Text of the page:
Meanwhile, serious case about that is the issue in this about the direction the country is going. The key fact about this president is that for all of his personal good qualities.

He is taking on a country toward a path on a much bigger government on a permanent, not emergency basis. I give lots of facts and figures in my article about those trends.

O'BRIEN: Let me interrupt you for a second to read you a little bit from your own column. You say hiring is up across the federal government by 15 percent since 2007. Why did you mention 2007 since, of course, President Obama didn't come in until 2009?

FRUM: I want to make clear that what we're doing here is we're not just talking about the emergency measures that were put in place to deal with the recession of 2008 and 2009. Obviously during an emergency government is going to grow.

We have unemployment insurance to pay. You have the normal counter cyclical behavior. What we're doing here is looking at the longer term trend. What you've got is a situation where, for example -- I take some of these numbers back not 1900s and 2000s.

Social Security disability payments have been going up and up in response to the recession. People who can't find work are basically reporting themselves disabled.

The judges are becoming more lenient for reasons you would understand if you were in one of those courtrooms. That is leading then the Social Security Administration to get bigger.

O'BRIEN: You can see part of your article is seeing the growth of article. Let me throw one other thing out there for you, David. When you look up the number of federal employees you see that President Obama has 2.8 million, but under President Reagan it was 3.2 million so, with President Bush actually sort of having the trend going back up again.

FRUM: Well, there's a large intervening event, which is the end of the cold war and reduction of the United States military. That combines military and civilian employees. I think you want to look civilian employees only and that will be a better guide.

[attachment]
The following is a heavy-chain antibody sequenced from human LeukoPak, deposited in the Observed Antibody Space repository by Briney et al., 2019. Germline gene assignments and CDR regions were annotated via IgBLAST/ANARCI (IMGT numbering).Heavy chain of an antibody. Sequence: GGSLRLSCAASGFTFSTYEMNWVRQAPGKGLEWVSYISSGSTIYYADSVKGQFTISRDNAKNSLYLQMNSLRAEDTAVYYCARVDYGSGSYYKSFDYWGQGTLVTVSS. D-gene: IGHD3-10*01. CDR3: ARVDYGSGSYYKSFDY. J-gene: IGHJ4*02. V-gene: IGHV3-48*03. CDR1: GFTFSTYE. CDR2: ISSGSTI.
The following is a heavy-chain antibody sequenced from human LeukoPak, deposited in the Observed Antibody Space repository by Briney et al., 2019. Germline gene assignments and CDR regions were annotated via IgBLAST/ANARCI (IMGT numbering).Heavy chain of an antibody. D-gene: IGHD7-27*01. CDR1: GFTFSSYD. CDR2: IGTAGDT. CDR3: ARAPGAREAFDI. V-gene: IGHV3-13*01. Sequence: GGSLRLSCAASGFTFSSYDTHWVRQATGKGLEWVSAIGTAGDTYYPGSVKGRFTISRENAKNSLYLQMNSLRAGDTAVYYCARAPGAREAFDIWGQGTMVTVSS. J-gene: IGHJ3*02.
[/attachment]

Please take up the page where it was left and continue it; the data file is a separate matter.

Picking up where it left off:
You see the size of the federal government employees, of course, have been shrinking over time because the federal government is a huge user of computer technology. It takes many fewer clerks to process Social Security check today than it did in the 1960s. So the trend line for federal employment has been down. But that has come under -- began to reverse during the Bush years because of homeland security and continued to reverse.

What's happened in the past couple of years is we've seen a big reduction in state and local employment. That's probably temporary. It will be corrected. When the state and local payrolls begin to grow again the federal payrolls, which have been growing, under President Bush and continue to grow faster under President Obama, they won't shrink.

RON BROWNSTEIN, CNN SENIOR POLITICAL ANALYST: David, it's Ron. But if you talk about the big picture of the government's role in the economy, the number of federal employees is secondary to the entitlements, the costs of entitlements.

FRUM: Absolutely.

BROWNSTEIN: And if you're talking about entitlements, is the issue here ideology or demography? The number of seniors in the country is doubling from 40 million to 80 million over the next quarter century. Leaving aside the temporary measures involved in this downturn, isn't the long-term pressure on the size of government simply providing services to that much larger a senior population? And is there any realistic way to return government to 18 percent of GDP, which is what it was the year Medicare went into effect, in 1966, with so many more seniors?